His protest is immediate, sounding pained. "There was no way I was going to pass up the fact that it said right on the box that Men's Pocky is thicker and creamier than regular pocky, okay. I'm only human."
She sighs again, heavier and more pointed than the first, and he lifts his hands defensively like it was a physical blow. "That's what I'm saying, Dean." She can't remember the Vietnamese word for witch off the top of her head, and she sends up a quick apology for the breach of political correctness she's about to make. "Insult the business of a strange little old lady, wake up next day looking like a member of Sesame Street? She's probably a hedgewitch."
"Well, son of a bitch."
When people think of the Midwest, big, sprawling metropolises are not exactly the first thing that pops into mind, but St. Joseph isn't anything to sneeze at (okay, the whole population only barely crests 100,000 people, but the sudden appearance of high-rise skyscrapers and civilization is startling after a couple hours of weathered farmhouses and the fireworks silos that dot I-29,) which is why Jess thought it likely to have at least one specialty store that had the steam-dumplings that used to be served up everywhere in California.
St. Joseph isn't anything like home, but as far as Jess can tell, there's an elementary school on every freaking corner, and traffic is a total bitch around 3:15.
"Do I want to know why you happen to have ski masks in your trunk?" Jess asks, slinking lower in her seat as the woman signaling to be let in behind them stares unabashedly at them in the sideview mirror. She's starting to think they'd be less conspicuous if they just drove around all polka-dotted.
Dean bumps his left knee against the door in beat with the Styx playing from the speakers. "Actually, we went skiing once. Yetis have absolute crap aim, but damn, they like to live in the middle of nowhere and cause trouble for ski lifts. I just never got around to getting rid of the masks," his voice takes on that tone that Jess recognizes, knee-jerk, the one that says, it was something me and Sam did together. I'll tell you the story some day when I think it won't shatter my ribcage with grief to tell it. "Never knew when they'd come in handy."
"Ah," is all Jess can think of to say to that. Up ahead, the light is already swinging around to yellow again, but the car in front of them only gets the opportunity to move forward then. Dean eases off the brake, and Jess waves cheerfully to the woman in the sideview mirror, black mask and gloves and muscle car in the field of minivans and SUVs with kids in soccer gear.
Outside the window, the trees have mostly gotten over their sudden spastic desire for death, but a few of them still retain their color, leaves swaying in bronzes and crimson reds above the sidewalks. The dead ones swirl around the front grill.
"What do you think it'd be like to make out in these?" Dean asks, apropos of nothing, and Jess rolls her head back against the headrest, laughing.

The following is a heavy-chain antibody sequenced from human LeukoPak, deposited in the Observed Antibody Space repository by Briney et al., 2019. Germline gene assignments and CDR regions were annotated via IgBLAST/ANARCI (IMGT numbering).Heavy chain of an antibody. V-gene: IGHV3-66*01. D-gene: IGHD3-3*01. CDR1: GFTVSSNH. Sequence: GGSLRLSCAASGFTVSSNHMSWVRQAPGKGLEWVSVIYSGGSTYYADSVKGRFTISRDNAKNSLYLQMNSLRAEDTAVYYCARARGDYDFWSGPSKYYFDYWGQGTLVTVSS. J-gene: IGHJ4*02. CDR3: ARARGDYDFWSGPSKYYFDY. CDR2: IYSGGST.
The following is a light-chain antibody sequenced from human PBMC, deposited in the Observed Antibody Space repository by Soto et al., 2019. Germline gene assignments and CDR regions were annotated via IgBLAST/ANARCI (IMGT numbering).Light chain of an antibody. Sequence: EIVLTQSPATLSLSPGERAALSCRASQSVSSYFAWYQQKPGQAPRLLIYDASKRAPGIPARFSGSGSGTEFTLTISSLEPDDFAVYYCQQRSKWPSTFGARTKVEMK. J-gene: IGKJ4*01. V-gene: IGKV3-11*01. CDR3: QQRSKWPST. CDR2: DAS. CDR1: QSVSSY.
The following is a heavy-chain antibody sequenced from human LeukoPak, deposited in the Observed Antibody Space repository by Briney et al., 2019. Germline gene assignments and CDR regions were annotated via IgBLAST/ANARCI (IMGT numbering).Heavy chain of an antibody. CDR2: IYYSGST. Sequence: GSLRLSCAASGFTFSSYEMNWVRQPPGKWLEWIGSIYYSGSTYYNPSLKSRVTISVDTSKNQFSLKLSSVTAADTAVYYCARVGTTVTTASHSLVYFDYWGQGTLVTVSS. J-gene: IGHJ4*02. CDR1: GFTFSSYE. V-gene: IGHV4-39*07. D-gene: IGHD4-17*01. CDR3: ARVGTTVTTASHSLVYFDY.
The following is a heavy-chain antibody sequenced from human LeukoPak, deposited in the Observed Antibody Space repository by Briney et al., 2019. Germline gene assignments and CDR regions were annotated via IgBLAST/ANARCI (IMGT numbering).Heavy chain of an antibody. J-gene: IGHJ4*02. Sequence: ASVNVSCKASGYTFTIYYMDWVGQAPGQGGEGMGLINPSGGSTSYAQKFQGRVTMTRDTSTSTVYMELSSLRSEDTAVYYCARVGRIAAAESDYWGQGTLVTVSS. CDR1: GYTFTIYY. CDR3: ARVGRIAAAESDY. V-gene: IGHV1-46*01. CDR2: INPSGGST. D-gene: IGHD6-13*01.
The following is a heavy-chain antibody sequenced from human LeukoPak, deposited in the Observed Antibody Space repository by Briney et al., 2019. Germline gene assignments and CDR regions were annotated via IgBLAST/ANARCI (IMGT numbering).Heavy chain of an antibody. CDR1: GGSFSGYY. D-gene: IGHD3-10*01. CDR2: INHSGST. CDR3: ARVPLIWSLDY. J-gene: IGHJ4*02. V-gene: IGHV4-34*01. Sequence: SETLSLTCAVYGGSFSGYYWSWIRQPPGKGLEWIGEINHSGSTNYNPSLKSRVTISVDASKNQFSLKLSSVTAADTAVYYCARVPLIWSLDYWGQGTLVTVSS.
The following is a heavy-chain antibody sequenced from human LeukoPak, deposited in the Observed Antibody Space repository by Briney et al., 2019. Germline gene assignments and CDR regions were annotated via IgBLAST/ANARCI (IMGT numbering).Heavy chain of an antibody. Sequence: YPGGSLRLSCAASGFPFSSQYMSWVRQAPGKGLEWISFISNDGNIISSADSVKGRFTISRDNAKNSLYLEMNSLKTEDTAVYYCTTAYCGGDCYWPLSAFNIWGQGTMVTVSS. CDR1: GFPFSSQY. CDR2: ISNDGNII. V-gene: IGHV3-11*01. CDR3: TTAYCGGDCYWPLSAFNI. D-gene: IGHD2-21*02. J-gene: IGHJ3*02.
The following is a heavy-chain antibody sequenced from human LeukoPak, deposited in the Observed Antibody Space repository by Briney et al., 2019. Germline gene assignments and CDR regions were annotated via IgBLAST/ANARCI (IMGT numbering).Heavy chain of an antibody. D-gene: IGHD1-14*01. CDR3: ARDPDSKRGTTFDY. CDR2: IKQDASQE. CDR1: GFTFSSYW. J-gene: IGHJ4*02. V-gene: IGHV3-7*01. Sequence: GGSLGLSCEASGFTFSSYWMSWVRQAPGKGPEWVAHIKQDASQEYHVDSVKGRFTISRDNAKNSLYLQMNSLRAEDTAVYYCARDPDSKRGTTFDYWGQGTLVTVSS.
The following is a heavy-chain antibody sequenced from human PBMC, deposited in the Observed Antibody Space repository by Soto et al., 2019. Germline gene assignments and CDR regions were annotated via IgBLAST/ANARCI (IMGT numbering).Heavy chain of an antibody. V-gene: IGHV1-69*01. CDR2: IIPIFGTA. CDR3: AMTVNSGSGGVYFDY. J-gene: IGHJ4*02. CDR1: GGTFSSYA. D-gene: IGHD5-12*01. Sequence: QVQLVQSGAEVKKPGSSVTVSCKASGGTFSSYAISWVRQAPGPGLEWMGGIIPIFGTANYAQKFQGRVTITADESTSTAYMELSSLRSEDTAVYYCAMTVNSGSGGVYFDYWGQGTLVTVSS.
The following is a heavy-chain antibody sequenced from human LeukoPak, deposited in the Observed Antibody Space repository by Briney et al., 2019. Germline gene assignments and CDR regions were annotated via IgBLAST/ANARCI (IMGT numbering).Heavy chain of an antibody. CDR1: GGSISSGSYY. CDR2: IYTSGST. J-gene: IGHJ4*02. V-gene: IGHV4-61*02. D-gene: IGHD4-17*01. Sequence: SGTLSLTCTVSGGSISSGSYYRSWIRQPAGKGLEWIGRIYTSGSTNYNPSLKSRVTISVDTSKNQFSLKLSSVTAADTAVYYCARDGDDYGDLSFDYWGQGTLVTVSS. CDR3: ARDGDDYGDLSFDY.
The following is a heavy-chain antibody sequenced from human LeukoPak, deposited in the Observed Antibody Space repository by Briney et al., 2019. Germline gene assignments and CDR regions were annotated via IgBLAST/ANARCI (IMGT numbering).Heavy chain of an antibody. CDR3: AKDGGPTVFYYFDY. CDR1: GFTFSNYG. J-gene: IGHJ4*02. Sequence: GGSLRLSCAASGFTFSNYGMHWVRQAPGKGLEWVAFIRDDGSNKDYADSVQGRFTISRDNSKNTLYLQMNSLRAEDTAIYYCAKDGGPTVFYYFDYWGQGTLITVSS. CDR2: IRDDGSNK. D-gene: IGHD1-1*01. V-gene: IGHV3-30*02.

"Promise not to run over any small future productive members of our society and I'll show you," she says.
"Deal!" Dean's mask moves, and she knows without looking that he's cracking one of those ain't the world fine smiles, the ones he only gets at the idea of a good, greasy cheeseburger, or hours of open highway, or a girl with legs like a stairway to heaven.
The odd moments, the quiet moments, in which there are silences she can't avoid, she closes her eyes and open them on that night, a year ago. The fifth of November, her brain supplies like it's part of a macabre rhyme, when she rolled over, jolting awake when she hit Sam's pillow. She opened her eyes and a man stood above her, yellow-eyed and smiling.
She drew in breath to scream, he drew in breath to talk, but before they could do either, there was the sound of Sam, Sam, huffing a quiet laugh upon finding her cookies on the plate on the table.
She and the yellow-eyed man looked at each other for a moment, a moment that will be on the inside of her eyelids till the day she dies. She doesn't know what would have happened if Sam came home just a minute later. She doesn't think there's a worst-case scenario beyond what actually happened, but there's a scrim of peace in knowing that she won't know.
By the time Dean broke down the front door, Sam was already dead.
She escaped that night with nothing but a pair of pajamas pants that later they had to give up as lost after a fight with a poltergeist (they still live on in the rags Dean uses to wax the Impala,) and a shirt of Sam's that she was sleeping in. By wordless agreement, they took it off of her and folded it and put it in the glove department with the IDs and John's journal and the pistol; it's the only piece of Sam they can share.
Jess will never be the kind of hunter than Dean is and (she supposes) Sam was. She doesn't have the reflexes. She learns to shoot and throw knives and chant in Latin and sets up a program on their computer to help translate ancient Persian, but it's still something she has to think about, a oh, hey, slimy monster coming at my face, I have to do something now, where Dean just moves. Jess didn't grow up in the Impala, and she doesn't have this mismatched view of Americana he does that makes room for ancient Southeast Asian ghouls but not for prepackaged Vietnamese food and little old ladies' pride in their independent businesses.